Pennsylvania theft statutes cover a broad range of prohibited conduct, including stealing, embezzlement, extortion, receiving stolen property, shoplifting, and the like.
A person commits theft by unlawfully taking, transferring, or exercising control over another's movable or immovable property, with the intent of depriving the owner of their property or using the property to benefit oneself or another who's not entitled to it. Let's break down a few of these terms further.
Property. Property can be anything of value, including real estate, tangible and intangible personal property, contract rights, captured or domestic animals, and food and drink.
Deprive. The intent to deprive an owner of their property refers to several actions: intending to withhold the property permanently or for such an extended period of time that the owner loses a major portion of its economic value; intending to restore the property only upon payment of a reward or other compensation; or intending to dispose of the property so it's unlikely the owner will recover it.
Pennsylvania's laws contain numerous theft provisions. This article will provide a general overview of the following:
For other types of theft, check out the Pennsylvania Consolidated Statutes, title 18, chapter 39, or consult with an attorney.
(18 Pa. Cons. Stat. §§ 3901, 3921, 3922, 3923, 3925, 3927 (2020).)
Pennsylvania classifies most theft offenses according to the value of the property taken and, sometimes, by the circumstances surrounding the offense. Let's take a closer look at each level of theft in Pennsylvania.
The classifications below pertain to run-of-the-mill theft offenses. Thefts involving aggravating circumstances—where property is taken directly from another person, or by threat, or in breach of a fiduciary obligation—will result in more serious charges and harsher fines not covered here.
Misdemeanor theft falls into one of three categories. Third-degree involves property worth less than $50, which subjects the offender to up to one year in jail and a $2,500 fine. A defendant who steals property valued at $50 or more but less than $200 commits a second-degree misdemeanor theft and faces up to two years in prison and a $5,000 fine. If a defendant unlawfully takes property worth $200 to $2,000, they are guilty of first-degree misdemeanor theft and can receive up to five years in prison and a $10,000 fine.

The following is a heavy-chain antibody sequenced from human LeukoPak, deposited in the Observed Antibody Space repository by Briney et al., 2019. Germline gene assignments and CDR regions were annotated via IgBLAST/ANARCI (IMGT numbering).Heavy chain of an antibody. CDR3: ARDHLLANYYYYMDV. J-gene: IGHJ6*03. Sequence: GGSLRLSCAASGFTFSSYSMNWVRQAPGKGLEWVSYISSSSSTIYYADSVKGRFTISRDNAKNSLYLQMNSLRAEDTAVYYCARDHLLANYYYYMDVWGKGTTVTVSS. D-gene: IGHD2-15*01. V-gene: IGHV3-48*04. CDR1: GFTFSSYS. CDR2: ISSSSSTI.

Theft is classified as a felony of the third degree if the value of the property stolen is more than $2,000 but less than $100,000, or if the property stolen is an automobile, airplane, motorcycle, motorboat, or another motor-propelled vehicle. Theft by receiving stolen property becomes a felony of the third degree if the receiver is in the business of buying or selling stolen property. A guilty offender faces up to seven years in prison and a $15,000 fine.
Theft constitutes a felony of the second degree if any of the following apply:
A defendant convicted of a second-degree felony is subject to up to ten years in prison and a $25,000 fine.
Felony theft of the first degree involves stolen property worth $500,000 or more or, in the case of theft by receiving stolen property, the property received, retained, or disposed of is a firearm and the receiver is in the business of buying or selling stolen property. In either scenario, the offender faces up to 20 years in prison and a $25,000 fine.
(18 Pa. Cons. Stat. §§ 1101, 1103, 1104, 3903 (2020).)
Like many states, Pennsylvania's shoplifting laws provide for both criminal and civil penalties.
A person commits retail theft (shoplifting) by intentionally doing any of the following acts without the merchant's consent and with the intent to deprive the merchant of the goods or their full retail value:
Pennsylvania penalizes retail theft based on the value of the stolen merchandise and the offender's record of prior retail theft convictions.
Summary offense. If the shoplifter is a first-time offender and the items are worth less than $150, they are guilty of a summary offense, which results in no jail time and only a fine of up to $300.
Second-degree misdemeanor. For a second such offense (value less than $150), the defendant receives a second-degree misdemeanor, punishable by up to two years in prison and a $5,000 fine.
First-degree misdemeanor. Retail items valued at $150 to $1,000 increase the conviction to a first-degree misdemeanor. A guilty offender faces up to five years in prison and a $10,000 fine.
Third-degree felony. The offender commits a third-degree felony when the stolen merchandise is valued at more than $1,000 or is a firearm or motor vehicle. An offender's third or subsequent retail theft offense also carries third-degree felony penalties. A guilty party can receive up to seven years in prison and a $15,000 fine.
In addition to criminal penalties, a person who commits shoplifting (or the parent or legal guardian of a minor who commits these acts) in Pennsylvania can be civilly liable to the merchant or store owner. The court can order the defendant to:
(18 Pa. Cons. Stat. §§ 1101, 1103 to 1105, 3929; 42 Pa. Cons. Stat. § 8308 (2020).)
If you've been charged with theft or a related crime, contact a local criminal defense attorney as soon as possible. Having a theft conviction on your record can affect future employment opportunities, the ability to obtain housing, and immigration status. An experienced lawyer will be able to study the unique circumstances of your situation and advise accordingly.